Pancreas Transplant


The pancreas is an organ near the stomach. Its main function is to produce insulin, which helps control blood sugar levels. If it stops working, a transplant may be needed. 

In a pancreas transplant, surgeons place a healthy pancreas from a recently deceased donor in your body. Almost all pancreas transplants are done on people with Type 1 diabetes, a disease that affects more than 2 million Americans. 

Pancreas and kidney transplants are often done simultaneously because Type 1 diabetes causes kidney failure as well as pancreas failure. Both transplants can help improve your quality of life, helping you live better, longer.

Why Aurora?

When you’re referred to Aurora Health Care’s Pancreas Transplant Program, you can expect coordinated care every step of the way.


  • Your transplant coordinator at Aurora St. Luke’s Medical Center will call you to discuss the transplant process and answer your questions. 
  • Your transplant clinic team will perform diagnostic tests to make sure you’re healthy enough for a transplant. We’ll also talk with you and your family, so you’ll understand how transplantation will affect your life.
  • Our selection committee will decide whether transplantation is the best option for you. If so, you’ll be registered with the United Network of Organ Sharing (UNOS), the national computerized list that matches transplant recipients with available organs.

Before Your Transplant

You’ll meet regularly with your transplant team so we can keep you as healthy as possible while you await transplantation. Your transplant physician and transplant nurse coordinator will monitor you closely during the waiting period. The wait for a matching pancreas can range from a few days to a few years. We know waiting for an organ transplant is difficult, so we’ll provide both emotional and medical support.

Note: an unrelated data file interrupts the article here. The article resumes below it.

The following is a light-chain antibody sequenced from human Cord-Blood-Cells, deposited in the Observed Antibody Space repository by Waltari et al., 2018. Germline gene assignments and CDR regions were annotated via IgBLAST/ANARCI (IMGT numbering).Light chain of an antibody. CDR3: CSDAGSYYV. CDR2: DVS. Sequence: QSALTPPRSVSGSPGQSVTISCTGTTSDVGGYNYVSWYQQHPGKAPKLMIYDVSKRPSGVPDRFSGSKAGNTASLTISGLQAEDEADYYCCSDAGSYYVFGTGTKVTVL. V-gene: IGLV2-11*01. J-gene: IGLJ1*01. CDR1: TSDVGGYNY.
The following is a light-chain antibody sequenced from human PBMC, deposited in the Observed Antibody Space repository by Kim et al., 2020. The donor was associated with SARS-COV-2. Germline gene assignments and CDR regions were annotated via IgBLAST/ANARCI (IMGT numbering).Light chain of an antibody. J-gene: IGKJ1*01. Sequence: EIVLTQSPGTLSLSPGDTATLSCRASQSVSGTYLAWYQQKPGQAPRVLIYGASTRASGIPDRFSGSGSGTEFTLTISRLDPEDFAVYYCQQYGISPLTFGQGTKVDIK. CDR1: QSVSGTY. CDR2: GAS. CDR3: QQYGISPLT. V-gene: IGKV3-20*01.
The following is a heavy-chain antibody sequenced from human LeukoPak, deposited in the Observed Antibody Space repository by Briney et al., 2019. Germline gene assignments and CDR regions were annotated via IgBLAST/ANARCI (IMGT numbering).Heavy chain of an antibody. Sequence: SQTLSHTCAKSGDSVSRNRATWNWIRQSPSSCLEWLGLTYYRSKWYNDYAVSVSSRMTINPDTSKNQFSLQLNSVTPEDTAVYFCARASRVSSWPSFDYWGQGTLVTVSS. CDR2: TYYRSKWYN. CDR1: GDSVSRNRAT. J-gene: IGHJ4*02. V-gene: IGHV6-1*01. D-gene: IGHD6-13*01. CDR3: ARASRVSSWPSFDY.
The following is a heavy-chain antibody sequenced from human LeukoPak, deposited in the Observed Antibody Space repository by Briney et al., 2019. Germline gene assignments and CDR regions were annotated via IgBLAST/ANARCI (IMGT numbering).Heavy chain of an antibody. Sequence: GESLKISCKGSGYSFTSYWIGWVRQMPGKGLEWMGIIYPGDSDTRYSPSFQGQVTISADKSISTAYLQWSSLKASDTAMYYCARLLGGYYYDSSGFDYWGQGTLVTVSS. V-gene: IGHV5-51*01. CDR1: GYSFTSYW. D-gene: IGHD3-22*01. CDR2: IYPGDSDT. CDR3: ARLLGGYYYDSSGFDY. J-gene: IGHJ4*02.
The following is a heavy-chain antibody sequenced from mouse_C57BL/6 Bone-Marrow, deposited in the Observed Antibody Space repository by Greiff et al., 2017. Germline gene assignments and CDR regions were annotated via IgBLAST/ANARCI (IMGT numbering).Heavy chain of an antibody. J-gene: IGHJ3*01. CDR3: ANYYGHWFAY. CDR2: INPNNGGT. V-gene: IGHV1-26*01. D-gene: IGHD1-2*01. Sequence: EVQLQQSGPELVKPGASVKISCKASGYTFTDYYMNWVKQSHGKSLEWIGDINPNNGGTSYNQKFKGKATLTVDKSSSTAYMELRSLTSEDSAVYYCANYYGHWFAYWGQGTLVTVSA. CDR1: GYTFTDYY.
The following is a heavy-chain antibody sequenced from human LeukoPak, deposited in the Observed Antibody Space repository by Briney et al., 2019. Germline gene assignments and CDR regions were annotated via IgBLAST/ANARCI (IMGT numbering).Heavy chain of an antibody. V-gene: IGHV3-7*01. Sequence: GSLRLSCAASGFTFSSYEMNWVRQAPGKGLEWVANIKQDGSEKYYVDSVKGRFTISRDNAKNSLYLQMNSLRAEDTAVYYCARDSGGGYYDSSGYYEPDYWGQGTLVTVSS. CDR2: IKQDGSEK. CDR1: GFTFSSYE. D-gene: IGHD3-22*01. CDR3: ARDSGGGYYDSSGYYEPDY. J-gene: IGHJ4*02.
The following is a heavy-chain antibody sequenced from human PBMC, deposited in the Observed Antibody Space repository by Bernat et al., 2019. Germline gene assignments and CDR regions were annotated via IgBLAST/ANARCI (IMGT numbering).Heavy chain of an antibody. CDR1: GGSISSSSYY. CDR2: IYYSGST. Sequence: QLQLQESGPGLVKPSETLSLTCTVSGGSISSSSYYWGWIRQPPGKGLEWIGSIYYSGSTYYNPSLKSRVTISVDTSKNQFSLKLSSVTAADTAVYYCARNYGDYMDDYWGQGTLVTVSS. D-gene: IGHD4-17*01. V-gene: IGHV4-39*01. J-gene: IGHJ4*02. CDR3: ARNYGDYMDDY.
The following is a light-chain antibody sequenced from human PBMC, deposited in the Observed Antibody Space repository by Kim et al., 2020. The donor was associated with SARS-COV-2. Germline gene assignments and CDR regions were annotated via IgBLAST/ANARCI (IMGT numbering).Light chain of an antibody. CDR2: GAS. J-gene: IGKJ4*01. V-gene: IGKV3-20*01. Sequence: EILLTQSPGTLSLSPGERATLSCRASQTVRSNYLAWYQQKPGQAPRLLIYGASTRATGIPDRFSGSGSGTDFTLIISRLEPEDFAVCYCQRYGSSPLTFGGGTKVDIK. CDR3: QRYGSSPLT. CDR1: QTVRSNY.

What to Expect

During your transplant surgery, you’ll have anesthesia, so you won’t feel any pain. Your surgeon will make an incision in your abdomen and insert the donor organ, attaching it to other organs and blood vessels in your body. Your own pancreas will be left in place.


You’ll stay in one of our specialized intensive care units at Aurora St. Luke’s as you recover. Your transplant team will monitor you closely for signs of infection, rejection and medication side effects. You may start physical therapy, too. 

When you’re well enough, you’ll go home. We’ll work closely with you on your home care and rehabilitation, and you’ll visit our transplant clinic regularly so we can make sure you’re recovering well. You may have blood tests, radiological studies or biopsies during your visits. You’ll also get ongoing education and support. (If you live far away, you can have blood and lab work done through your primary care physician and sent to Aurora St. Luke’s.)

Your doctors will fine-tune your immunosuppressive medications as you recover. You’ll need to take them for the rest of your life to keep your body from rejecting your new pancreas. 

Within a few months, you should feel strong enough to go back to work and daily activities.

Living donor transplant

Between Brothers
Why choose Aurora? Watch Joe and his brother-in-law share their story about kidney transplant at Aurora St. Luke’s Medical Center.

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